Senator Hillary Clinton’s 10-point victory in the Pennsylvania primary reminds us that there are two Americas, even within each political party. The former First Lady won the primary on votes from senior women, blue-collar workers, regular churchgoers and the more conservative (compared to Senator Obama) small town voters. This party split is nothing new; it is a microcosm of the bigger picture. We’re all familiar with the red-state/blue-state metaphor illustrating America’s divided electorate with the red states more conservative and the blue ones more liberal.
While the image is an accurate reflection of the voting chasm today, the problem is a bit more complicated than a single gulf between the two major political parties. Recent comments on the campaign trail for the 2008 presidential election point to the red/blue differences that are readily apparent in the great divide between city and countryside — between middle America and urban America, between America’s heartland and its inner cities, as well as between college town America and small town America. The biggest gulf, though, is between the elites and church-attending rural and small town Americans.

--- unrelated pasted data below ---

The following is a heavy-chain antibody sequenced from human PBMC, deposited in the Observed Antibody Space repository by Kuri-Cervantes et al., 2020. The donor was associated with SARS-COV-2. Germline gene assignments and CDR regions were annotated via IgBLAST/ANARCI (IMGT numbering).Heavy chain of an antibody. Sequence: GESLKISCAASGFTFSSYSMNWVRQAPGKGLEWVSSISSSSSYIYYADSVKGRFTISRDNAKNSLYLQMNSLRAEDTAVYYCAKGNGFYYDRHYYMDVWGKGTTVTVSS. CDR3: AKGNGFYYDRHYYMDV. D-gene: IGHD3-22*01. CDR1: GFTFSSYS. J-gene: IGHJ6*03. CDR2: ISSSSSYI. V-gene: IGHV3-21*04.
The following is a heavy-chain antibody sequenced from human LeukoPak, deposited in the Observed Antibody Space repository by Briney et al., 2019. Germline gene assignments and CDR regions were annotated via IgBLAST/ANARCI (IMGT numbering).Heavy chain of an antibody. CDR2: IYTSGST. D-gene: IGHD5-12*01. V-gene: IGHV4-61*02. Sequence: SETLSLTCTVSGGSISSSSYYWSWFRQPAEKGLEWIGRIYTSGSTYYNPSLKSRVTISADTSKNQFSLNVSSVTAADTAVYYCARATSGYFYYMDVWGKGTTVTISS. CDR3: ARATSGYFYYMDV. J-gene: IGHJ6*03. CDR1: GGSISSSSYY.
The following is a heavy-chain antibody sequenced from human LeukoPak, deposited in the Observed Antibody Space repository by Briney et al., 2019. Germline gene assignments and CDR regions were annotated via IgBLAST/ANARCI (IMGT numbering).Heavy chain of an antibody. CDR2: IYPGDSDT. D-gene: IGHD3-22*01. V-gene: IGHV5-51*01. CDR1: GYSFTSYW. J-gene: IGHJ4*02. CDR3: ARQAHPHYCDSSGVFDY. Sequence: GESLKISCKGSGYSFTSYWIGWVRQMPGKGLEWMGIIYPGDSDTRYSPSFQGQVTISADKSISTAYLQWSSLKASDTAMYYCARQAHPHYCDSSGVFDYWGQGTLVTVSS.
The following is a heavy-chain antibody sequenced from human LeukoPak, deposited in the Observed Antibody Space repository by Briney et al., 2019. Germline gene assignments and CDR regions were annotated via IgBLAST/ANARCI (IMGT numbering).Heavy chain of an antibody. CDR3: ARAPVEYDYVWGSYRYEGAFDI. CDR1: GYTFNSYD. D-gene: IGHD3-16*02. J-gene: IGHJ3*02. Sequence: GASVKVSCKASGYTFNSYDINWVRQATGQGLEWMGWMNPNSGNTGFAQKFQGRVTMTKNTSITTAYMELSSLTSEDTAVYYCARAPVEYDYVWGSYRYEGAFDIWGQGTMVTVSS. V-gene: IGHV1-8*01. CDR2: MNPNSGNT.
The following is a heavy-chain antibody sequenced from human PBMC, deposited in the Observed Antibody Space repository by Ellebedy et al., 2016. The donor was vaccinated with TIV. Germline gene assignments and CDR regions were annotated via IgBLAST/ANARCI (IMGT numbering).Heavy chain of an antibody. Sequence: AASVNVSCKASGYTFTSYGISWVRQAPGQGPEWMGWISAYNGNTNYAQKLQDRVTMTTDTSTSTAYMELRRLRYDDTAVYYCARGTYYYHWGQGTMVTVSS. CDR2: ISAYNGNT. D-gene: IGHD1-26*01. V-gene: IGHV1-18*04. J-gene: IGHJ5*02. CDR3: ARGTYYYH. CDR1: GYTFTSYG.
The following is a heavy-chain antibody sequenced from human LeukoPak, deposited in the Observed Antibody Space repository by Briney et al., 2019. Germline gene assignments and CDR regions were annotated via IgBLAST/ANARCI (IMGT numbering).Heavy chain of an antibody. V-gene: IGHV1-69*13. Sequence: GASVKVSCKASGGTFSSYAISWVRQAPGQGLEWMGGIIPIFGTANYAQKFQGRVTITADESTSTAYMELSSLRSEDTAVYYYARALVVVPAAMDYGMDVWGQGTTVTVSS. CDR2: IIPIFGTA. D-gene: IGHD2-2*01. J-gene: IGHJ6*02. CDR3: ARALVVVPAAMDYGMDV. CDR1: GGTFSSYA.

At root, the red/blue differences are spiritual in nature.
In other words, the great gulf separating Americans into two camps is a matter of beliefs, values and attitudes. The bottom line is that there really is a culture war going on between two competing ideological perspectives. Some folks are tired of hearing about it, but heartland values and urban values are in conflict at very basic levels of beliefs and attitudes on essential policy decisions — from healthcare to gun control, from the environment to abortion, from federally-funded child care to marriage amendments.
It’s hard enough for people with heartland and urban ideologies to co-exist; when candidates embracing such disparate points of view are competing for votes in a closely contested election, close listening and discernment are especially important.